Risk and reward as the Bank cuts the base rate to 1.5%


Via Bank of England cuts base rate to 1.5% | Business | guardian.co.uk :

The Bank of England’s monetary policy committee (MPC) has cut interest rates by half a percentage point to 1.5% – their lowest level since the central bank was founded more than 300 years ago.

And so we find the price of money has been forced to a historic low, just at the moment when demand and risk are high. And we wonder why loans are in short supply…

If we were discussing any other price control, we would most likely agree that price controls do not work. Sellers will not bring their products to market if they are compelled to sell them at too low a price.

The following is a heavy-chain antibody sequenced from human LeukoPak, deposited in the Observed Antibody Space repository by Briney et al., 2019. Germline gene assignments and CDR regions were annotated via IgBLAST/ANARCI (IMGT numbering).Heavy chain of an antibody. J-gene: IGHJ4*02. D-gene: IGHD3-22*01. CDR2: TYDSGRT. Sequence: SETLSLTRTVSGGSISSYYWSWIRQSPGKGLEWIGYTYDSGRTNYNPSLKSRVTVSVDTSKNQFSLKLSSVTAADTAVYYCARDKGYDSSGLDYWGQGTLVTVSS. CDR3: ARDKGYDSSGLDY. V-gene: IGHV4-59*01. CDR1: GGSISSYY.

Suppose our product is money loaned at interest. Suppose the circumstances are such as to increase the risk of the loan not being repaid at all. We would want to charge more for the loan, but we find we are compelled to lend at lower rates or not at all. Of course, we decide not to lend.

Two potential solutions to this problem appear. One is a loan guarantee scheme which socializes risk to enable cheap lending. Another would be to allow interest rates to find their level in the market, that is, the price at which lending is worthwhile in the circumstances.

Labour is offering neither solution: they are considering printing money. That would further devalue our savings and incomes, storing more trouble for later as inflation.

One commentator tells us further intervention is required to make savers spend their money. Is everyone to be reduced to bankruptcy and dependency, or is it time for a new approach?

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